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No Death, No Fear: Facing Mortality as a 30-year-old Brain Cancer Warrior

No Death, No Fear: Facing Mortality as a 30-year-old Brain Cancer Warrior

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Name
Courtney Burnett

Age Group (If you are a caregiver/family member please check Caregiver/Family Member)
Adult: 21 and over

Describe your art here - type of art, techniques and materials used, what your art represents and what it means to you.
------Creative Writing Entry Here: Personal Essay and Memoir--------

No Death, No Fear: Facing Mortality as a 30-year-old Brain Cancer Warrior

I am a thirty-year-old physician living and working with brain cancer. My brain tumor journey started in January 2020 when I was studying in Thailand. While there, I began to have strange symptoms and ended up diagnosing myself with a brain tumor. Honestly, the story only gets crazier from there.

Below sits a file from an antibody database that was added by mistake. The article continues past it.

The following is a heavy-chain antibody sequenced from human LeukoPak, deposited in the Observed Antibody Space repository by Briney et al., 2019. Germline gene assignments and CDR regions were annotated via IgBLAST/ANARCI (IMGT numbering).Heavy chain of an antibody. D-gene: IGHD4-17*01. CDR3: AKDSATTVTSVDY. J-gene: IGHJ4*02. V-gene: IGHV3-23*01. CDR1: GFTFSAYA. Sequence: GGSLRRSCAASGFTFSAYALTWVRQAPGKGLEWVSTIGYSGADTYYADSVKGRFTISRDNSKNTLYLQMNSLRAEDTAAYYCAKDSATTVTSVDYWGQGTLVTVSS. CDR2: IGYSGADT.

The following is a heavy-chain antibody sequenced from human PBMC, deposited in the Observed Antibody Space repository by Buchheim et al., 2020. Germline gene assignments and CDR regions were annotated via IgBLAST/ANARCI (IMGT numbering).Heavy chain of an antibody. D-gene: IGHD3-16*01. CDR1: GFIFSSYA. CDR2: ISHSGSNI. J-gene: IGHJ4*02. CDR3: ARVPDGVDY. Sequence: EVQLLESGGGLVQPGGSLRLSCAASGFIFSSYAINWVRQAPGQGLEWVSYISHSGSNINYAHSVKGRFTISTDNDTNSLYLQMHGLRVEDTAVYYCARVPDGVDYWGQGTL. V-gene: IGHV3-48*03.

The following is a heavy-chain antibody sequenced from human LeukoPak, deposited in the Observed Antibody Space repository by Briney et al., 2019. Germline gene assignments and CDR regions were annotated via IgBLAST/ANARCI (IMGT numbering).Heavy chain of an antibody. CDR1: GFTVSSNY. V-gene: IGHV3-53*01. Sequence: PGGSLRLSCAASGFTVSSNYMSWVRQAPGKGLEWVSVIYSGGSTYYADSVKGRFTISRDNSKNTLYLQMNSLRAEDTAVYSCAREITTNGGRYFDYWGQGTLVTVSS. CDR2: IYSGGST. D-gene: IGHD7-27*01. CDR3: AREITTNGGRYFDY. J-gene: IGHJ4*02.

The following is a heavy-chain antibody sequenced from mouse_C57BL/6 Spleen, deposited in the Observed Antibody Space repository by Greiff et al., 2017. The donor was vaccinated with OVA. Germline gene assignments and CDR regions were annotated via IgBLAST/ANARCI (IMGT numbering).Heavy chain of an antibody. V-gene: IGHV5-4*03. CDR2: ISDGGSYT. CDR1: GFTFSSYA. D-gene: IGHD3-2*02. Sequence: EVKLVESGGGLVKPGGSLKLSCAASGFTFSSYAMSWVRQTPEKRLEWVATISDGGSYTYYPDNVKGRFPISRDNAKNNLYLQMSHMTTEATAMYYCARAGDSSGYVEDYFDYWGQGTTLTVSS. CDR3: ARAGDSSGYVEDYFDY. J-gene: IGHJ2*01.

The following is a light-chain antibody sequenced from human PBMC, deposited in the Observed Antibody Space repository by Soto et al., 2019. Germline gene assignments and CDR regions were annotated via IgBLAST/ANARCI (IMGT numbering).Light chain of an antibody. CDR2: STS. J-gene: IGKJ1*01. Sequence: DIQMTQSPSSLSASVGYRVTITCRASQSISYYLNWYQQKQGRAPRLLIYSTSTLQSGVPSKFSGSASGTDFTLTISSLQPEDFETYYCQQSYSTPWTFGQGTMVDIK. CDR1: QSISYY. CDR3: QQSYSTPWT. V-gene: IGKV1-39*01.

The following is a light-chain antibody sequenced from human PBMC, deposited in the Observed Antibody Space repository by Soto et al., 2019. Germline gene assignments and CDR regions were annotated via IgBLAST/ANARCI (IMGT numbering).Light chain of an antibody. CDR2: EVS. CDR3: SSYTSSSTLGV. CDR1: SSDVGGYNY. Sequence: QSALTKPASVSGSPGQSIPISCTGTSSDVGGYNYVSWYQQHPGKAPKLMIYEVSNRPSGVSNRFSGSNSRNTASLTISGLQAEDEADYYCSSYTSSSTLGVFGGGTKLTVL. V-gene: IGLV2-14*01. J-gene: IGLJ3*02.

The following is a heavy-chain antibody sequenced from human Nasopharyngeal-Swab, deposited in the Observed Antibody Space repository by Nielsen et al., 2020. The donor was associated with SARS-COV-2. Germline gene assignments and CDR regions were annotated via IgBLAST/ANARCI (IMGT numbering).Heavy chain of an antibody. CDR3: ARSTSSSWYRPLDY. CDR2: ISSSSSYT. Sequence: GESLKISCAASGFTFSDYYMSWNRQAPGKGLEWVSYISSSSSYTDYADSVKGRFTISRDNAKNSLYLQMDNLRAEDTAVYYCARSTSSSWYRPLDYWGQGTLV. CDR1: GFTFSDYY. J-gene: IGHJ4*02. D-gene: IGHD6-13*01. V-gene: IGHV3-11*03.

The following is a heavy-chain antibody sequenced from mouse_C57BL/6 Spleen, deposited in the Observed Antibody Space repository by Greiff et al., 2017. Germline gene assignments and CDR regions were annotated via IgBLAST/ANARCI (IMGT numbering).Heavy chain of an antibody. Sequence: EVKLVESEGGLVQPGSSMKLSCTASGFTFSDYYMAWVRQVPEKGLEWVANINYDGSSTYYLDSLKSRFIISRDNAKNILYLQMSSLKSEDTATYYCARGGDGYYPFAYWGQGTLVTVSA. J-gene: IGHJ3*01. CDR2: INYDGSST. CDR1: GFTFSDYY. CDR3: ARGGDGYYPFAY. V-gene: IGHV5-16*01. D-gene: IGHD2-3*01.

Over the next several months, I went through two brain surgeries, six weeks of radiation, and six months of oral chemotherapy for a diagnosis of anaplastic astrocytoma, grade three brain cancer.

Fortunately, my brain tumor occurred in my right frontal lobe, far from any structures that control motor and speech functions. Despite this unexpected surprise, I was able to finish my residency and started work as an internal medicine physician in St. Paul, MN. Even as a physician, a brain tumor diagnosis is confusing, overwhelming, and terrifying. Along the way, I turned to writing to cope with my diagnosis. I started writing a blog on the first day of my diagnosis (www.elephantlotusbraintumor.com). My blog gained an unexpected worldwide following and readers encouraged me to write a book. I’ve published a number of scientific papers in my life, but my first published memoir, Difficult Gifts: A Physician’s Journey to Heal Body and Mind, was published in February 2021.

The words I write are honest, intimate stories of my real-life journey to find happiness and compassion in a crazy and mysterious life. The following personal essay is an excerpt from a recent blog post regarding a topic I find particularly important: mortality.